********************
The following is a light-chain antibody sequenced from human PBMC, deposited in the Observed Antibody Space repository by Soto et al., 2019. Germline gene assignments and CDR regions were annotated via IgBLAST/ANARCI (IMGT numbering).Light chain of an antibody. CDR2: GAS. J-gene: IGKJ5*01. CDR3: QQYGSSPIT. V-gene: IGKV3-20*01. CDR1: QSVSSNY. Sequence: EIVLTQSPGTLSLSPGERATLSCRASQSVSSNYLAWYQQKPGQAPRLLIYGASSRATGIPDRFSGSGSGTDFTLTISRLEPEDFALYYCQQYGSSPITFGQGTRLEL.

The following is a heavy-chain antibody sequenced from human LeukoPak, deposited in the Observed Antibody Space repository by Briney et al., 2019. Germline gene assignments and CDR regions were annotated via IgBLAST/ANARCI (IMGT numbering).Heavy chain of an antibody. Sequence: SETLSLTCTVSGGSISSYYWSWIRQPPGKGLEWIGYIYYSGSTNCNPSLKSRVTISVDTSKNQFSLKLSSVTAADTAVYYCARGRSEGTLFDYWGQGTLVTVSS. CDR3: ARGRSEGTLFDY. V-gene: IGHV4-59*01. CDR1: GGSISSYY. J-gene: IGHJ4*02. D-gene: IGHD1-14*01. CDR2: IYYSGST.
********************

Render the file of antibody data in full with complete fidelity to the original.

The following is a light-chain antibody sequenced from human PBMC, deposited in the Observed Antibody Space repository by Soto et al., 2019. Germline gene assignments and CDR regions were annotated via IgBLAST/ANARCI (IMGT numbering).Light chain of an antibody. CDR2: GAS. J-gene: IGKJ5*01. CDR3: QQYGSSPIT. V-gene: IGKV3-20*01. CDR1: QSVSSNY. Sequence: EIVLTQSPGTLSLSPGERATLSCRASQSVSSNYLAWYQQKPGQAPRLLIYGASSRATGIPDRFSGSGSGTDFTLTISRLEPEDFALYYCQQYGSSPITFGQGTRLEL.

The following is a heavy-chain antibody sequenced from human LeukoPak, deposited in the Observed Antibody Space repository by Briney et al., 2019. Germline gene assignments and CDR regions were annotated via IgBLAST/ANARCI (IMGT numbering).Heavy chain of an antibody. Sequence: SETLSLTCTVSGGSISSYYWSWIRQPPGKGLEWIGYIYYSGSTNCNPSLKSRVTISVDTSKNQFSLKLSSVTAADTAVYYCARGRSEGTLFDYWGQGTLVTVSS. CDR3: ARGRSEGTLFDY. V-gene: IGHV4-59*01. CDR1: GGSISSYY. J-gene: IGHJ4*02. D-gene: IGHD1-14*01. CDR2: IYYSGST.